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Long-term Clinical Outcomes of Ahmed and Baerveldt Drainage Device Surgery for Pediatric Glaucoma Following Cataract Surgery

Esfandiari, Hamed MD*,†; Kurup, Sudhi P. MD*,†; Torkian, Pooya MD; Mets, Marilyn B. MD*,†; Rahmani, Bahram MD*,†; Tanna, Angelo P. MD*,†

doi: 10.1097/IJG.0000000000001335
Original Studies

Precis: In this retrospective case series, both Baerveldt and Ahmed glaucoma drainage devices resulted in good long-term outcomes in eyes with pediatric glaucoma following cataract surgery (GFCS).

Background: The aim of this study was to describe the long-term safety and efficacy of primary glaucoma drainage device surgery in patients with pediatric GFCS.

Methods: We retrospectively identified 28 eyes of 28 patients with GFCS that underwent tube shunt surgery with the Ahmed Glaucoma Valve or Baerveldt Glaucoma Implant. The primary outcome measure was a surgical failure, defined as intraocular pressure (IOP) >21 mm Hg or not reduced by 20% below baseline on 2 consecutive follow-up visits after 3 months, IOP <5 mm Hg on 2 consecutive follow-up visits after 3 months, and reoperation for glaucoma.

Results: The mean duration between cataract removal and the diagnosis of glaucoma was 3.6±1.5 years. Kaplan-Meier survival curves indicated a mean time to failure of 41.9±2.1 months after drainage device surgery. The cumulative probability of failure at 1, 2, 3, and 4 years was 3.6%, 19%, 28%, and 28%. IOP was significantly decreased from 29.3±4.1 mm Hg preoperatively to 17.6±1.6 mm Hg at the final follow-up visit (P<0.001). The number of glaucoma medications at baseline was 3.1±0.6, which decreased to 2.1±0.7 at the final visit (P=0.001).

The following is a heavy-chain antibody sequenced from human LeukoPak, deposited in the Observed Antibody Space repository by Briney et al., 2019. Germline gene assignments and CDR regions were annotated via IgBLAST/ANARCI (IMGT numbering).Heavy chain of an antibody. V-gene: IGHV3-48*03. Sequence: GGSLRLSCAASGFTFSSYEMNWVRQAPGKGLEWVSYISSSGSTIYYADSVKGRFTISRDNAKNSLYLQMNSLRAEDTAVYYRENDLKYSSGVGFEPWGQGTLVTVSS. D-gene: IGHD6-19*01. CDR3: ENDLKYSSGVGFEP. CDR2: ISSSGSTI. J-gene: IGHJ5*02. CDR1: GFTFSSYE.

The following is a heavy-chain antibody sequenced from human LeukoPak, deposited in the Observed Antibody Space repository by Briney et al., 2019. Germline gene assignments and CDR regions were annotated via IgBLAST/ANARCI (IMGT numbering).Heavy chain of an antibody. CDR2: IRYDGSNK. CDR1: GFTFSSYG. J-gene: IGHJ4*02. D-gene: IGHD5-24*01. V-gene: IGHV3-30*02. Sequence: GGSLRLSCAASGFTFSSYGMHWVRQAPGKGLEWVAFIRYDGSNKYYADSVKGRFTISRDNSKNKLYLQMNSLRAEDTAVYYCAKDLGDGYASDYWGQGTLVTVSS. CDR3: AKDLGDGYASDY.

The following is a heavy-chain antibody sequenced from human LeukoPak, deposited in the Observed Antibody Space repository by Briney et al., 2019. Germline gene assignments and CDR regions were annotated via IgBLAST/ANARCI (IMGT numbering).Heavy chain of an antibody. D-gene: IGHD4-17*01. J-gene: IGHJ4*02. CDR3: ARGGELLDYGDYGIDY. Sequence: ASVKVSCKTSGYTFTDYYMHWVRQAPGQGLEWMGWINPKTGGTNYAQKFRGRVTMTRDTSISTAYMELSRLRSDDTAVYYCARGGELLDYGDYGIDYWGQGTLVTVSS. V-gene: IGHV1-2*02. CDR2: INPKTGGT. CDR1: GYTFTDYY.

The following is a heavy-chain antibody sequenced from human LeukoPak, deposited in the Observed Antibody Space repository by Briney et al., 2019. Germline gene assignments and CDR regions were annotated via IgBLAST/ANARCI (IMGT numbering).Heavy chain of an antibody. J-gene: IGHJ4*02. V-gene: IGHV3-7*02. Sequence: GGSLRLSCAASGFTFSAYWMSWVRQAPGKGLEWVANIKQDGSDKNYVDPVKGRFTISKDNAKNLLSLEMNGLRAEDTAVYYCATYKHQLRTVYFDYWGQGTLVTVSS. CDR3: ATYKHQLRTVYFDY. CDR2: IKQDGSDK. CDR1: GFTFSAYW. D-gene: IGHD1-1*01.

Conclusions: Glaucoma drainage device surgery results in good long-term outcomes in patients with GFCS.

*Department of Ophthalmology, Northwestern University Feinberg School of Medicine

Division of Ophthalmology, Ann & Robert H. Lurie Children’s Hospital of Chicago, Chicago, IL

Ophthalmic Research Center, Shahid Beheshti University of Medical Sciences, Tehran, Iran

Disclosure: The authors declare no conflict of interest.

Reprints: Angelo P. Tanna, MD, Department of Ophthalmology, Northwestern University Feinberg School of Medicine, 645 N. Michigan Avenue, Suite 440, Chicago, IL 60611 (e-mail:

Received April 23, 2019

Accepted July 7, 2019

Online date: July 30, 2019

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